Maha Sabha writes to PM: Reopen rivers

The content originally appeared on: Trinidad and Tobago Newsday


Acting Secretary General of the Sanatan Dharma Maha Sabha, Vijay Maharaj. –

ACTING secretary general of the Sanatan Dharma Maha Sabha (SDMS) Vijay Maharaj has written to both the Prime Minister and Health Minister Terrence Deyalsingh asking for rivers to be reopened so Hindus can resume religious activities that requie the use of water sources.

In a letter to Dr Rowley dated January 4, which was copied to Deyalsingh, Maharaj reminded the PM about the Hindu community’s willingness to adjust its prayer practices to conform with covid19 public health regulations, which at the time, saw a complete ban on activities at beaches, rivers and other watercourses.

Maharaj however noted that Rowley had reopened beaches from 5 am-12 pm daily, “as the country inches towards a state of cautious normalcy.”

In referring to the total closure of beaches and waterways, Maharaj said a number of Hindu religious ceremonies were curtailed or modified, including the
dasgaath (a shaving ceremony that takes place after the death of a loved one). This, he said, is usually performed at a river.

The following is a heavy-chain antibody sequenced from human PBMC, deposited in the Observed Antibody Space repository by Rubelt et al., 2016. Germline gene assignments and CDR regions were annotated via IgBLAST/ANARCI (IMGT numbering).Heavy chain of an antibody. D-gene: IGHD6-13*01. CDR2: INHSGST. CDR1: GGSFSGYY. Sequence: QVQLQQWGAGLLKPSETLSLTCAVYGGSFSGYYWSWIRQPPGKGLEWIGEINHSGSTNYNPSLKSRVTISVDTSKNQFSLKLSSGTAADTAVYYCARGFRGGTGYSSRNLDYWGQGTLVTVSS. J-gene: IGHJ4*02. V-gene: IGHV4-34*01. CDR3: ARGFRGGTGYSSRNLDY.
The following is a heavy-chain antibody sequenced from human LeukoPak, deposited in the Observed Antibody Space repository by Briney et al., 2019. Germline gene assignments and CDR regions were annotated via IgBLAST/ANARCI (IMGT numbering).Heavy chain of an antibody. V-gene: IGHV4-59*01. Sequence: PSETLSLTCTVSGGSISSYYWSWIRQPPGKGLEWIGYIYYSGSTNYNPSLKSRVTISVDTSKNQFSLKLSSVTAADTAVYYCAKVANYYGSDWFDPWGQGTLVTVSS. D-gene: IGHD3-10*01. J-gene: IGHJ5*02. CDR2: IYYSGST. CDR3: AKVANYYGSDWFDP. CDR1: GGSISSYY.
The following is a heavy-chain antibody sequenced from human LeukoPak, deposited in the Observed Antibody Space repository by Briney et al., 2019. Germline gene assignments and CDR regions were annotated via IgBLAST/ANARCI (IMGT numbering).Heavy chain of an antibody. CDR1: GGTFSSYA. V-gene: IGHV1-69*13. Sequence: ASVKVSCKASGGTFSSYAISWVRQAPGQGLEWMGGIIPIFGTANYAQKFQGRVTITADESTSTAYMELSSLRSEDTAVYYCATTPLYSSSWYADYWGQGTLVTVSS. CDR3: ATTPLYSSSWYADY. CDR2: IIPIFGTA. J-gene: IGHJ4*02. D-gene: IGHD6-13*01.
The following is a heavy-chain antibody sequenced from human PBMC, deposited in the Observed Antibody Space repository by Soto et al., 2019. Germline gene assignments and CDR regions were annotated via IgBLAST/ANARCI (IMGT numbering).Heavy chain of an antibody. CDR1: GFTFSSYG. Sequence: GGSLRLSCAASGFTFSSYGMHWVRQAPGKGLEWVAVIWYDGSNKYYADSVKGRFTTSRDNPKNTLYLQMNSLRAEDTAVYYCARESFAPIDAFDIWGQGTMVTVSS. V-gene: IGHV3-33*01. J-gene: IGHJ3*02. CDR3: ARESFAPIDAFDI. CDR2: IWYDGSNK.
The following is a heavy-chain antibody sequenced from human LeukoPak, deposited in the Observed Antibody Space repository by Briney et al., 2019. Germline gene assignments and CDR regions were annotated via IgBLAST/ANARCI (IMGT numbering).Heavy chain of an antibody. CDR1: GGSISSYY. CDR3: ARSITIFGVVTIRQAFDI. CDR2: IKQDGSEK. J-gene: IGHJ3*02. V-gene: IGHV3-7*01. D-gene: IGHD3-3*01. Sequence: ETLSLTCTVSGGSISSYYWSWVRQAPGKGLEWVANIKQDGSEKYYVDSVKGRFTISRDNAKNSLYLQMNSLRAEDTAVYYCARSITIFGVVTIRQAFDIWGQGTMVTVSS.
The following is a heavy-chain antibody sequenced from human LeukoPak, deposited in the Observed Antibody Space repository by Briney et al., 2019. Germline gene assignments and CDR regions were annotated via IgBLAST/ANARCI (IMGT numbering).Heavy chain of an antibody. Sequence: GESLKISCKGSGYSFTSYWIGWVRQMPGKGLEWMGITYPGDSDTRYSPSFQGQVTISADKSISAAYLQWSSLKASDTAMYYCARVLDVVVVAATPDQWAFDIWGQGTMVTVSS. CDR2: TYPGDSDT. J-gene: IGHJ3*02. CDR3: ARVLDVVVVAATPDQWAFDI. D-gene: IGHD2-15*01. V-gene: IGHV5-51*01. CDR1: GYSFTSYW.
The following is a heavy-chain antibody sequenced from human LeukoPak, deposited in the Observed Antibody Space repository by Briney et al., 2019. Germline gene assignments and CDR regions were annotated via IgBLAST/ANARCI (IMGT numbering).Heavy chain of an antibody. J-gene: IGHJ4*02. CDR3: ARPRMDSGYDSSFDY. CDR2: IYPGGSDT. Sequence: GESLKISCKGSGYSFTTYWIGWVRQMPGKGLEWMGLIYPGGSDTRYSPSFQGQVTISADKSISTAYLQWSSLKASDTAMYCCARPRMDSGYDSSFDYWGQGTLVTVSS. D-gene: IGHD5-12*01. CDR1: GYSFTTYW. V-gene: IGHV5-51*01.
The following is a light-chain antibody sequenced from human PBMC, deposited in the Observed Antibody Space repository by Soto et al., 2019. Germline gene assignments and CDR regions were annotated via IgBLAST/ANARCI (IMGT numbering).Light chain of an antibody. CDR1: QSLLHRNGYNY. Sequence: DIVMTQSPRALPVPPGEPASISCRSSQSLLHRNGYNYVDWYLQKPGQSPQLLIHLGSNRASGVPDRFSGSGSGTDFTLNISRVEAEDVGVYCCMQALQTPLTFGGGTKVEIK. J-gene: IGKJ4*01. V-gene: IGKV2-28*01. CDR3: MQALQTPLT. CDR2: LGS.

Scores of people relax at Swallow’s Beach, Crown Point on Sunday. Photo by David Reid

But owing to the restrictions, the Maha Sabha’s Pandits’ Parishad recommended a substitute for Hindus to follow in the interim, given the ban on access to rivers. The Maha Sabha designated certain temples on whose compounds the
dasgaath ceremonies could be performed, Maharaj said.

This was done with the understanding that it was only a temporary measure until Hindus have access once again, to rivers.

“Today, the Sanatan Dharma Maha Sabha wishes to ask that you consider opening up the rivers for public use, even with similar restrictions as beaches,” Maharaj’s letter said.

The dasgaath ceremony, he pointed out, is a very sombre one and does not involve the use of any alcohol nor does it promote a party atmosphere.

The ceremony includes a small number of people and usually takes less than four hours.

So if access is granted to rivers for this ceremony, “There is reasonably little to no risk that it would be a spreader event for the covid19 virus,” Maharaj said.

He said the country inevitably nees to balance necessary precautions against covid19 with the responsible practice of religious rites, customs and everyday living.

“We feel certain that if our request is granted, it will in no way upset this balance, and the Hindu community will have a chance once again to revert to our religious traditions, which have become an integral part of our everyday lives.”

Prime Minister Dr Keith Rowley.

The Maha Sabha has previously called on Government to remove the ban on open-air pyre cremations, saying this has caused untold financial hardship to many Hindus, who have had to fork out tens of thousands of dollars for cremations at funeral homes.

This matter has since reached the High Court, where a decision is still pending.